IN THE UNITED STATES DISTRICT COURT FOR THE WESTERN DISTRICT OF PENNSYLVANIA
April 21, 2006
WARREN EVANS, JR., PETITIONER,
UNITED STATES OF AMERICA, RESPONDENT.
The opinion of the court was delivered by: Conti, District Judge
Pending before the court is a motion to vacate, set aside, or correct sentence by a person in federal custody pursuant to 28 U.S.C. § 2255 ("petitioner's motion") (Doc. No. 78) filed by petitioner Warren Evans, Jr. ("petitioner"). Upon reviewing petitioner's motion and the government's brief in opposition (Doc. No. 80), the court will deny petitioner's motion for the reasons set forth herein.
On July 30, 2002, a grand jury returned a one-count indictment charging petitioner with possession with intent to distribute 500 grams or more of a mixture and substance containing a detectable amount of cocaine, a Schedule II controlled substance, on or about July 18, 2002, in violation of 21 U.S.C. §§ 841(a)(1) and 841(b)(1)(B)(ii). (Doc. No. 6). On September 30, 2002, a grand jury returned a superseding indictment reasserting the previously filed charge and in addition charging petitioner with attempted possession with intent to distribute 500 grams or more of a mixture and substance containing a detectable amount of cocaine, a Schedule II controlled substance, on or about February 18, 2002, in violation of 21 U.S.C. §§ 841(a)(1) and 841(b)(1)(B)(ii). (Doc. No. 19). On April 21, 2003, petitioner pled guilty to both counts. (Doc. No. 64). On August 8, 2003, petitioner was sentenced to imprisonment for a term of 100 months at each count to run concurrently followed by supervised release for a term of 60 months (5 years). (Doc. No. 71).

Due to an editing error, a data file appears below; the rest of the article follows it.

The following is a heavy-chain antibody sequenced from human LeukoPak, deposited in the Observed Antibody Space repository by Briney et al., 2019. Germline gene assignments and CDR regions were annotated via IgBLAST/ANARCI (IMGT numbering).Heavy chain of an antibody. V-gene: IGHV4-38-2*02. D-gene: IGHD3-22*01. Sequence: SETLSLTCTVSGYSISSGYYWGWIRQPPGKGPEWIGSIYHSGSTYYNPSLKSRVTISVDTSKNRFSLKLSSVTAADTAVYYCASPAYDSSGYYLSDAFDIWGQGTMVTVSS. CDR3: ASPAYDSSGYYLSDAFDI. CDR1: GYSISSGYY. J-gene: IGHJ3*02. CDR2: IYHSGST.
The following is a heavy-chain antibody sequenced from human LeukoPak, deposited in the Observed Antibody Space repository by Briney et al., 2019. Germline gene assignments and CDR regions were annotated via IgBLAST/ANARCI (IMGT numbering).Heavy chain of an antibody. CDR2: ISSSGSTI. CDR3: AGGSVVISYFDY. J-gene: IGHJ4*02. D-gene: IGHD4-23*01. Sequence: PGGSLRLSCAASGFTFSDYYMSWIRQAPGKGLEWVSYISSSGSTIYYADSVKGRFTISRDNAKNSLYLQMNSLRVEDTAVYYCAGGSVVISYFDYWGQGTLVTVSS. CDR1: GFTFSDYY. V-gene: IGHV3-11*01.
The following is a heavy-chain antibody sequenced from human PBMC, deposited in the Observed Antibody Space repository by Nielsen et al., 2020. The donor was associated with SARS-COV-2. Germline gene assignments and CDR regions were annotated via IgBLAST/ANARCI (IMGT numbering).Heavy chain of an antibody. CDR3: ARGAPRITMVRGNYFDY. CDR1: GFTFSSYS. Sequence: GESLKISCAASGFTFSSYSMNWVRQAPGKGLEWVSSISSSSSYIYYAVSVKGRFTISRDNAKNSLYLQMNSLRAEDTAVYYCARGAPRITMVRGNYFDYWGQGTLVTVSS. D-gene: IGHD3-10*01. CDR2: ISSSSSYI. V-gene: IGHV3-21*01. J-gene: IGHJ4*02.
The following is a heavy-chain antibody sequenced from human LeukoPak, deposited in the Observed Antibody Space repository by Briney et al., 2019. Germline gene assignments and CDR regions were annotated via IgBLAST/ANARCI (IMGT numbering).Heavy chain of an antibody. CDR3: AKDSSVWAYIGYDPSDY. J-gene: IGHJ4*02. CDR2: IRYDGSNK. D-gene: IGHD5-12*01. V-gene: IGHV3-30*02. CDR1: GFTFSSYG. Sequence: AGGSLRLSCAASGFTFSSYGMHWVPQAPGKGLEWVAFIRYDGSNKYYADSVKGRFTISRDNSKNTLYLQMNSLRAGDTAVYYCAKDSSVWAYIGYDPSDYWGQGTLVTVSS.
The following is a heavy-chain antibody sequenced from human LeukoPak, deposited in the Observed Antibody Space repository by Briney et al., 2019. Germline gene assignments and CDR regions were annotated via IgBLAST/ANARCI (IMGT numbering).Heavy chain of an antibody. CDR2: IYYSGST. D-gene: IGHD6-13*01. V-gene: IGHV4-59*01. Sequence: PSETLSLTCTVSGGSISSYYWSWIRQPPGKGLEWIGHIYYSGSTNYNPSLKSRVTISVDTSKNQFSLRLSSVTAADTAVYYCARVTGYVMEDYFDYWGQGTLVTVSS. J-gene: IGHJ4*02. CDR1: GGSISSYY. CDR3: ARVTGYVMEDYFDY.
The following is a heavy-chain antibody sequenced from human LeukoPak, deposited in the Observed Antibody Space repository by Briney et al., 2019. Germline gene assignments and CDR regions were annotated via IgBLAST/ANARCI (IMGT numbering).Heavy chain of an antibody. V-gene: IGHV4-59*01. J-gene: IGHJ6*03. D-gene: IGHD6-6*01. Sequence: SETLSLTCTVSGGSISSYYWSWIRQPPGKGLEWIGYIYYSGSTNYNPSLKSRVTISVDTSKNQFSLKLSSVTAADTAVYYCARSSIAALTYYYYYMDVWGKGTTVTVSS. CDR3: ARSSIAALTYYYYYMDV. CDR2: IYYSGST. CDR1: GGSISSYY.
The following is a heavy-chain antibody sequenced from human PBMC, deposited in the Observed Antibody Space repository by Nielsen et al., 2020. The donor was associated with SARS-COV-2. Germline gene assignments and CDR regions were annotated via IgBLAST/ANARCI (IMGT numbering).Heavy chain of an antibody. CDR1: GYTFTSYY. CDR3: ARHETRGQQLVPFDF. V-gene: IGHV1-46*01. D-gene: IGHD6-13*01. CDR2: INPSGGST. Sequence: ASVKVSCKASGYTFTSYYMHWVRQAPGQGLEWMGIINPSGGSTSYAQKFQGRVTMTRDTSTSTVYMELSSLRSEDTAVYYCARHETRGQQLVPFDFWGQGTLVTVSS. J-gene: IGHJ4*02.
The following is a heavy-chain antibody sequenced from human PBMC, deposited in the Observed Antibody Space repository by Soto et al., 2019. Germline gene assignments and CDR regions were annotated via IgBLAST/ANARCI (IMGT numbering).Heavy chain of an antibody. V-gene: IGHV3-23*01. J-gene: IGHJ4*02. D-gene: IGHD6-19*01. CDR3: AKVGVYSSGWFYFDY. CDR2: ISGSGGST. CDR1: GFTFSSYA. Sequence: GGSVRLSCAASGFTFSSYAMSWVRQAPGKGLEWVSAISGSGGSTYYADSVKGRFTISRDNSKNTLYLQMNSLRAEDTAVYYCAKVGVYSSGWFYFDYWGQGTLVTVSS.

On or about April 15, 2005, the clerk of court received and filed petitioner's motion to vacate, set aside, or correct sentence by a person in federal custody pursuant to 28 U.S.C. § 2255 (Doc. No. 78). In his motion, petitioner lists two grounds for his claim that he is being held in violation of the Constitution, laws or treaties of the United States and his prayer for relief that the court vacate, set aside, or correct his sentence. Specifically, petitioner alleges (1) ineffective assistance of counsel based upon counsel's failure to challenge the court's failure to submit drug quantity and type to the jury;*fn1 and (2) a violation of his Sixth Amendment right to a jury based upon the line of decisions including Apprendi v. New Jersey, 530 U.S. 466 (2000), and Blakely v. Washington, 542 U.S. 296 (2004).*fn2
On August 31, 2005, the court issued a notice that the motion to vacate had been filed and that the government was directed to file its response and a brief in opposition on or before September 16, 2005. (Doc. No. 79). On September 16, 2005, the government filed its response in opposition. (Doc. No. 80).
II. Standard Of Review
A district court is required to hold an evidentiary hearing on a motion to vacate sentence filed pursuant to 28 U.S.C. § 2255 unless the motion and files and records of the case show conclusively that the movant is not entitled to relief. 28 U.S.C. § 2255 ("Unless the motion and the files and records of the case conclusively show that the prisoner is entitled to no relief, the court shall . . . grant a prompt hearing thereon, determine the issues and make findings of fact and conclusions of law with respect thereto."); United States v. Booth, 432 F.3d 542, 545-46 (3d Cir. 2005). For reasons set forth herein, and based upon the motion and files and records of the case, the court determines that petitioner's motion shall be denied as a matter of law. An evidentiary hearing, therefore, is not required.